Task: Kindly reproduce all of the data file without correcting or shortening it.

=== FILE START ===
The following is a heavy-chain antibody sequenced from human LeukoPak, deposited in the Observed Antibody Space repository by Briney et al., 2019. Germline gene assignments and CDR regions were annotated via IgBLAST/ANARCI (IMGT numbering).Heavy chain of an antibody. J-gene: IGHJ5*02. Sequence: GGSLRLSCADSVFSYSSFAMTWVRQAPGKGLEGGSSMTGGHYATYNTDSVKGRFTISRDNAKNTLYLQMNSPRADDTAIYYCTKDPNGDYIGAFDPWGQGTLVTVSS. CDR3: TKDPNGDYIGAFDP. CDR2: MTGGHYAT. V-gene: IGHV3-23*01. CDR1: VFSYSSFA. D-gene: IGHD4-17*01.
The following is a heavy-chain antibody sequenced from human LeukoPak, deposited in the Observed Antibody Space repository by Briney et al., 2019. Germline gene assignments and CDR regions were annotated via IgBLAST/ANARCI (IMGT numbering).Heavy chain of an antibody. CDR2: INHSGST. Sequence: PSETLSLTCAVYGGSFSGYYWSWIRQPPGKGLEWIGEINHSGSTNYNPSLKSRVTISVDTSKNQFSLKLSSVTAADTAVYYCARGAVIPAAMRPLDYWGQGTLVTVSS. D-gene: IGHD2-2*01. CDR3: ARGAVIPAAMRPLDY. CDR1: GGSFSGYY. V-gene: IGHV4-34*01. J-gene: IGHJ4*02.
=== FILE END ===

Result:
The following is a heavy-chain antibody sequenced from human LeukoPak, deposited in the Observed Antibody Space repository by Briney et al., 2019. Germline gene assignments and CDR regions were annotated via IgBLAST/ANARCI (IMGT numbering).Heavy chain of an antibody. J-gene: IGHJ5*02. Sequence: GGSLRLSCADSVFSYSSFAMTWVRQAPGKGLEGGSSMTGGHYATYNTDSVKGRFTISRDNAKNTLYLQMNSPRADDTAIYYCTKDPNGDYIGAFDPWGQGTLVTVSS. CDR3: TKDPNGDYIGAFDP. CDR2: MTGGHYAT. V-gene: IGHV3-23*01. CDR1: VFSYSSFA. D-gene: IGHD4-17*01.
The following is a heavy-chain antibody sequenced from human LeukoPak, deposited in the Observed Antibody Space repository by Briney et al., 2019. Germline gene assignments and CDR regions were annotated via IgBLAST/ANARCI (IMGT numbering).Heavy chain of an antibody. CDR2: INHSGST. Sequence: PSETLSLTCAVYGGSFSGYYWSWIRQPPGKGLEWIGEINHSGSTNYNPSLKSRVTISVDTSKNQFSLKLSSVTAADTAVYYCARGAVIPAAMRPLDYWGQGTLVTVSS. D-gene: IGHD2-2*01. CDR3: ARGAVIPAAMRPLDY. CDR1: GGSFSGYY. V-gene: IGHV4-34*01. J-gene: IGHJ4*02.